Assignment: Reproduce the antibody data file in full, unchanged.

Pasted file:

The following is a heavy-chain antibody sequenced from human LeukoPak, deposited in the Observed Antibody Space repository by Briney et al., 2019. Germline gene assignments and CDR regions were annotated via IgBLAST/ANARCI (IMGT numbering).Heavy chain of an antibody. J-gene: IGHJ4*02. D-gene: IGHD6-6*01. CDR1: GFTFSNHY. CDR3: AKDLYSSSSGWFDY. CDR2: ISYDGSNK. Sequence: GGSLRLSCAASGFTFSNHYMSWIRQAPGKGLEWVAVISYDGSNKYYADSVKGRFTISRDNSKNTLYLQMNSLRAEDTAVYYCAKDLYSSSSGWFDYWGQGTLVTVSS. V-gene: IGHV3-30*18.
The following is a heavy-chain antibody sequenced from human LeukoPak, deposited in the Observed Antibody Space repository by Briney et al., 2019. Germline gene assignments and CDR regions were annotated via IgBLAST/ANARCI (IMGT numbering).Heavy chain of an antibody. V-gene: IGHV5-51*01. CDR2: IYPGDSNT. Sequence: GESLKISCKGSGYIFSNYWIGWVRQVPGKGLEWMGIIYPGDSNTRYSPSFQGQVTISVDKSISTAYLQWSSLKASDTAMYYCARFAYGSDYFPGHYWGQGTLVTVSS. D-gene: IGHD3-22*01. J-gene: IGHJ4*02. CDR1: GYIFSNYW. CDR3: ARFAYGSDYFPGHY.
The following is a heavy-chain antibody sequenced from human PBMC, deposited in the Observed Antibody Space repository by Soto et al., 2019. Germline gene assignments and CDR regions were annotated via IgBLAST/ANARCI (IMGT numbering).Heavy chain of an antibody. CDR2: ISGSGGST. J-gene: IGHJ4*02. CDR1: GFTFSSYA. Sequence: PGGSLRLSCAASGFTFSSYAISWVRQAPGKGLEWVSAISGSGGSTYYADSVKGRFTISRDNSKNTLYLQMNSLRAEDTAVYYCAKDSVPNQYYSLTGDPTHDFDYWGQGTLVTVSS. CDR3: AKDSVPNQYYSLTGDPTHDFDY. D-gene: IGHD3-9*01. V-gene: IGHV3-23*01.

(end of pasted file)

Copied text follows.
The following is a heavy-chain antibody sequenced from human LeukoPak, deposited in the Observed Antibody Space repository by Briney et al., 2019. Germline gene assignments and CDR regions were annotated via IgBLAST/ANARCI (IMGT numbering).Heavy chain of an antibody. J-gene: IGHJ4*02. D-gene: IGHD6-6*01. CDR1: GFTFSNHY. CDR3: AKDLYSSSSGWFDY. CDR2: ISYDGSNK. Sequence: GGSLRLSCAASGFTFSNHYMSWIRQAPGKGLEWVAVISYDGSNKYYADSVKGRFTISRDNSKNTLYLQMNSLRAEDTAVYYCAKDLYSSSSGWFDYWGQGTLVTVSS. V-gene: IGHV3-30*18.
The following is a heavy-chain antibody sequenced from human LeukoPak, deposited in the Observed Antibody Space repository by Briney et al., 2019. Germline gene assignments and CDR regions were annotated via IgBLAST/ANARCI (IMGT numbering).Heavy chain of an antibody. V-gene: IGHV5-51*01. CDR2: IYPGDSNT. Sequence: GESLKISCKGSGYIFSNYWIGWVRQVPGKGLEWMGIIYPGDSNTRYSPSFQGQVTISVDKSISTAYLQWSSLKASDTAMYYCARFAYGSDYFPGHYWGQGTLVTVSS. D-gene: IGHD3-22*01. J-gene: IGHJ4*02. CDR1: GYIFSNYW. CDR3: ARFAYGSDYFPGHY.
The following is a heavy-chain antibody sequenced from human PBMC, deposited in the Observed Antibody Space repository by Soto et al., 2019. Germline gene assignments and CDR regions were annotated via IgBLAST/ANARCI (IMGT numbering).Heavy chain of an antibody. CDR2: ISGSGGST. J-gene: IGHJ4*02. CDR1: GFTFSSYA. Sequence: PGGSLRLSCAASGFTFSSYAISWVRQAPGKGLEWVSAISGSGGSTYYADSVKGRFTISRDNSKNTLYLQMNSLRAEDTAVYYCAKDSVPNQYYSLTGDPTHDFDYWGQGTLVTVSS. CDR3: AKDSVPNQYYSLTGDPTHDFDY. D-gene: IGHD3-9*01. V-gene: IGHV3-23*01.